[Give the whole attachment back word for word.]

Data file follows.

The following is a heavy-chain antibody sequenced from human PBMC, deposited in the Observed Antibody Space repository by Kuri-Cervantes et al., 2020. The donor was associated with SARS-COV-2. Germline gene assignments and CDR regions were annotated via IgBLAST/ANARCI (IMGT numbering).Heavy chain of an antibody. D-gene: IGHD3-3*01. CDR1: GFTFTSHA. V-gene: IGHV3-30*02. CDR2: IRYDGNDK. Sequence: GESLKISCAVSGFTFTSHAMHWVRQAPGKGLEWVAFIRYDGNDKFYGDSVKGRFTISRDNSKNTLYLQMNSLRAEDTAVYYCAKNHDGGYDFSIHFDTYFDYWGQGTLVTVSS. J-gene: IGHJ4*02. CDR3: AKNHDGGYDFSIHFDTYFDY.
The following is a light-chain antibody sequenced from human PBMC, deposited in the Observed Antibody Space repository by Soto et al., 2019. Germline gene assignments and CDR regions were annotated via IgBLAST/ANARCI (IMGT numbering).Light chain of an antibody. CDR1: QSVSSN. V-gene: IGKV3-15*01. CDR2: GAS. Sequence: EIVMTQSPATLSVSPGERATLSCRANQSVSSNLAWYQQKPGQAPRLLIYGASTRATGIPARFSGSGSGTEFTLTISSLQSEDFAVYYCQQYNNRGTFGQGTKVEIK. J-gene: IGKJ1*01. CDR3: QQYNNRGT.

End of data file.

The following is a heavy-chain antibody sequenced from human PBMC, deposited in the Observed Antibody Space repository by Kuri-Cervantes et al., 2020. The donor was associated with SARS-COV-2. Germline gene assignments and CDR regions were annotated via IgBLAST/ANARCI (IMGT numbering).Heavy chain of an antibody. D-gene: IGHD3-3*01. CDR1: GFTFTSHA. V-gene: IGHV3-30*02. CDR2: IRYDGNDK. Sequence: GESLKISCAVSGFTFTSHAMHWVRQAPGKGLEWVAFIRYDGNDKFYGDSVKGRFTISRDNSKNTLYLQMNSLRAEDTAVYYCAKNHDGGYDFSIHFDTYFDYWGQGTLVTVSS. J-gene: IGHJ4*02. CDR3: AKNHDGGYDFSIHFDTYFDY.
The following is a light-chain antibody sequenced from human PBMC, deposited in the Observed Antibody Space repository by Soto et al., 2019. Germline gene assignments and CDR regions were annotated via IgBLAST/ANARCI (IMGT numbering).Light chain of an antibody. CDR1: QSVSSN. V-gene: IGKV3-15*01. CDR2: GAS. Sequence: EIVMTQSPATLSVSPGERATLSCRANQSVSSNLAWYQQKPGQAPRLLIYGASTRATGIPARFSGSGSGTEFTLTISSLQSEDFAVYYCQQYNNRGTFGQGTKVEIK. J-gene: IGKJ1*01. CDR3: QQYNNRGT.